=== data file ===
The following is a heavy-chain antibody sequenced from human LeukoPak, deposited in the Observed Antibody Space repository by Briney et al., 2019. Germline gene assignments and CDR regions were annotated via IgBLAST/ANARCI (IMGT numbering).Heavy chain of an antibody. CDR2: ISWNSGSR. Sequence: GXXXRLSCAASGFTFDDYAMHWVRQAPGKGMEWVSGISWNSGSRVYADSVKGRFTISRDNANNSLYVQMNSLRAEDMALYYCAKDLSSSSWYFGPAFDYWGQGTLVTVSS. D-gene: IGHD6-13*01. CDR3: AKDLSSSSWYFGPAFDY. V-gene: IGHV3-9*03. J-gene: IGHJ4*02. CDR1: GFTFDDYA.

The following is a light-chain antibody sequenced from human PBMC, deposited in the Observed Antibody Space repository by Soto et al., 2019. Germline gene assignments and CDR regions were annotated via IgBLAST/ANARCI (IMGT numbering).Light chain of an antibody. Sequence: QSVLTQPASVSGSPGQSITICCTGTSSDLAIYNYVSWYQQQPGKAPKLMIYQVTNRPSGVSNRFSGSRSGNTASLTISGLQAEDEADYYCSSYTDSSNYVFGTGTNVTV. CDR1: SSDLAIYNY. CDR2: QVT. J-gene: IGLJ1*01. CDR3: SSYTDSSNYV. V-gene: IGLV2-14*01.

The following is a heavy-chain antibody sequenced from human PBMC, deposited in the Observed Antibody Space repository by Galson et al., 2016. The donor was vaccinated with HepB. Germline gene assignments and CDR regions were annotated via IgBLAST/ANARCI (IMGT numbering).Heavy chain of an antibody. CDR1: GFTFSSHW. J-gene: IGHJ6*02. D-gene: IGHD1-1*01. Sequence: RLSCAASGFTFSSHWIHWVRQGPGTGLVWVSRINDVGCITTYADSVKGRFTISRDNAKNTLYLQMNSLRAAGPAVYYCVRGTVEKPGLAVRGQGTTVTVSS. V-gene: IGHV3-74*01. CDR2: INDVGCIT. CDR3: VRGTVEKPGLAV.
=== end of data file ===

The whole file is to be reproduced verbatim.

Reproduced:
The following is a heavy-chain antibody sequenced from human LeukoPak, deposited in the Observed Antibody Space repository by Briney et al., 2019. Germline gene assignments and CDR regions were annotated via IgBLAST/ANARCI (IMGT numbering).Heavy chain of an antibody. CDR2: ISWNSGSR. Sequence: GXXXRLSCAASGFTFDDYAMHWVRQAPGKGMEWVSGISWNSGSRVYADSVKGRFTISRDNANNSLYVQMNSLRAEDMALYYCAKDLSSSSWYFGPAFDYWGQGTLVTVSS. D-gene: IGHD6-13*01. CDR3: AKDLSSSSWYFGPAFDY. V-gene: IGHV3-9*03. J-gene: IGHJ4*02. CDR1: GFTFDDYA.

The following is a light-chain antibody sequenced from human PBMC, deposited in the Observed Antibody Space repository by Soto et al., 2019. Germline gene assignments and CDR regions were annotated via IgBLAST/ANARCI (IMGT numbering).Light chain of an antibody. Sequence: QSVLTQPASVSGSPGQSITICCTGTSSDLAIYNYVSWYQQQPGKAPKLMIYQVTNRPSGVSNRFSGSRSGNTASLTISGLQAEDEADYYCSSYTDSSNYVFGTGTNVTV. CDR1: SSDLAIYNY. CDR2: QVT. J-gene: IGLJ1*01. CDR3: SSYTDSSNYV. V-gene: IGLV2-14*01.

The following is a heavy-chain antibody sequenced from human PBMC, deposited in the Observed Antibody Space repository by Galson et al., 2016. The donor was vaccinated with HepB. Germline gene assignments and CDR regions were annotated via IgBLAST/ANARCI (IMGT numbering).Heavy chain of an antibody. CDR1: GFTFSSHW. J-gene: IGHJ6*02. D-gene: IGHD1-1*01. Sequence: RLSCAASGFTFSSHWIHWVRQGPGTGLVWVSRINDVGCITTYADSVKGRFTISRDNAKNTLYLQMNSLRAAGPAVYYCVRGTVEKPGLAVRGQGTTVTVSS. V-gene: IGHV3-74*01. CDR2: INDVGCIT. CDR3: VRGTVEKPGLAV.